“The scariest Norwegian movie ever” is getting its first sequel in October. Dark Woods 2 is a continuation, but with a new cast and a bigger, creepy location.
In 2008, Norway’s second most popular newspaper Dagbladet’s readers chose 2003’s Dark Woods (original title; Villmark) as the scariest Norwegian movie ever (not that many had been made until then). While the film itself was not alone in being responsible for kickstarting the first and only Norwegian horror film wave, which is a wave we’re still riding on, it was the first proper Norwegian mainstream horror film, and therefore a pioneering work by director Pål Øie, something 155.000 ticket buyers seemed to appreciate. The film, which was Øie’s feature debut, was about a group of people shooting a reality TV show in the woods, but there is no prize if you guess that several of them were killed.
Norway does not have a great tradition for sequels, so nobody raised an eyebrow when Dark Woods did not get an immediate follow-up. -12 years, that’s how much time it took. It took several years to develop the movie, and other things got in the way. Early on we toyed with the idea of making a sequel, and wanted to be the first in Norway to do that, but others beat us to it, Pål Øie said to VG.
Now Øie is gearing up to launch Dark Woods 2. An old sanatorium is deteriorating in an isolated forest in the mountains. The elderly janitor is still living there to ensure that no one access the dangerous building. Five contract workers have taken on the task of tracking the huge building for hazardous waste before it’s demolished. Over 300 rooms and kilometres of pipelines have to be screened in three days. They realize that the job is more than a search for asbestos and mercury when they encounter the building’s frightening past. Water is gushing from the old pipes, and brings the work to a halt. An attempt to close the water intake leads them to the dark cellar, where they discover the horrible secrets from the sanatorium’s past.
Dark Woods 2 has been partially shot at an actual sanatorium in Lyster in Western Norway. It opened in 1902 as a TBC facility, and was a place for medical treatment until the 1950s. In its heydays, the sanatorium was its own little town, with living quarters for the staff, a cinema, post office, stables, a pig farm with extra fat pigs, and a library with 17.000 books. When an efficient TBC cure came after World War 2, the facility was used a clinic for mental disorders for 40 years, until it closed completely in the mid 90s. The building has since been empty, although various plans for its use is still being debated. Now, a horror film has been made there, with a story inspired by the fact that the building once was scheduled to be torn down. Before any large buildings are demolished, clean-up crews always remove hazardous materials that must not be left in nature. -The wilderness has entered the building [the last 30 years] and there is an emptyness in the rooms. The house is much more creepy now than a few years ago. The eerie feeling from the first film will be present in the sequel, and sleeping outdoors in a tent will not exactly be less scary [after seeing this movie], one of the film’s producers, Einar Loftesnes said to BT.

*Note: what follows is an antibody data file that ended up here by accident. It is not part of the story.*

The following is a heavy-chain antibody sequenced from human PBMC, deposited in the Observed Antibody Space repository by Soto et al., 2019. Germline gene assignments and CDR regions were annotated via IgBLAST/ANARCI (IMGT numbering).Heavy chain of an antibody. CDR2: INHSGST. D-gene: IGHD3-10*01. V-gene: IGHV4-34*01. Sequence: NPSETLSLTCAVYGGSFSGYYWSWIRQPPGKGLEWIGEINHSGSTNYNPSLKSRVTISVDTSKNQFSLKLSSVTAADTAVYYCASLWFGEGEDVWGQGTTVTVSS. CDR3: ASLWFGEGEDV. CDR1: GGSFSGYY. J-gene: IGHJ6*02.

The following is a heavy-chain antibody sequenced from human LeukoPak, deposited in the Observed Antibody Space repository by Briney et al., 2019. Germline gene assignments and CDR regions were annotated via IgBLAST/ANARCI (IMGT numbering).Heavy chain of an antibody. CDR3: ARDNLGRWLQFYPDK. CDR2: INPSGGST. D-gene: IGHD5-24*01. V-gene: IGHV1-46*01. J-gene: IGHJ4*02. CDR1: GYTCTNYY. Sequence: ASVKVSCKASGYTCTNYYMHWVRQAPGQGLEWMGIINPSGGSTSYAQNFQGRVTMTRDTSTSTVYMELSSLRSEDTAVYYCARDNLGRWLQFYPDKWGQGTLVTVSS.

Mainly shot in Budapest, Hungary, Dark Woods 2 is a sequel and a continuation, but the connection between the two movies are not entirely clear. It is not the same group of people who once again goes on a hike, and there is no reality TV show to be filmed. -It’s a separate story, but it touches the original story in several places. The water, which played a key role in the first film, is an important ingredient in the sequel. The clean-up crew will be tested, and it’s the same mythological background. Perhaps some loose threads will be rolled up in the new movie, Øie explained to Rushprint, while adding, laughingly: -I don’t really have a great overview of the rules that apply to movie’s titles and their content.
Dark Woods was a low key horror movie with emphasis on atmosphere. Øie promises that atmosphere will be an important part of the sequel too, although updated for the new times, perhaps with more typical horror elements. He cites Alfred Hitchcock’s theory about tension not being in the bang itself, but in the expecations of the bang, as an inspiration. -Fear of the unknown is always a key issue in these types of movies. The characters in the film will face powers they cannot control. And we like to build suspicion, he told Kinomagasinet.
Øie also emphasises the importance of the cast, which will make or break the credibility of the film. Dark Woods 2 stars Ellen Dorrit Petersen, Baard Owe, Mads Sjøgård Pettersen, Tomas Norström, Renate Reinsve, and Éva Magyar. One of the lead roles is played by top actor Anders Baasmo Christiansen (Journey to the Christmas Star, Kon-Tiki, Arn), in his first horror role. In Dark Woods 2 he plays a father of small children and lab technician who find himself in danger at the sanatorium. -It has been a challenge to play the hunted and being in peril […] but Øie has made sure that all the characters feel human. It is also nice to play against Baard Owe, doctor Bondo from [Lars von Trier’s] Kingdom, Baasmo Christiansen said to Dagbladet.
Ellen Dorrit Petersen is also new to the horror genre. In this movie, she plays the leader of the clean-up crew. Petersen is mostly hired to play drama roles, and had to do a lot more running and screaming than usual. To prepare for Dark Woods 2, she watched the sci-fi classic Alien, which also has a female lead, and is about an isolated group in a not so nice place. -It was very fun to be tough and grab those big emotions, Petersen said to Dagbladet about her horror debut.
The 12 million NOK (around 1.4 million euros) Dark Woods 2 opens in Norwegian theatres on October 9th, 2015.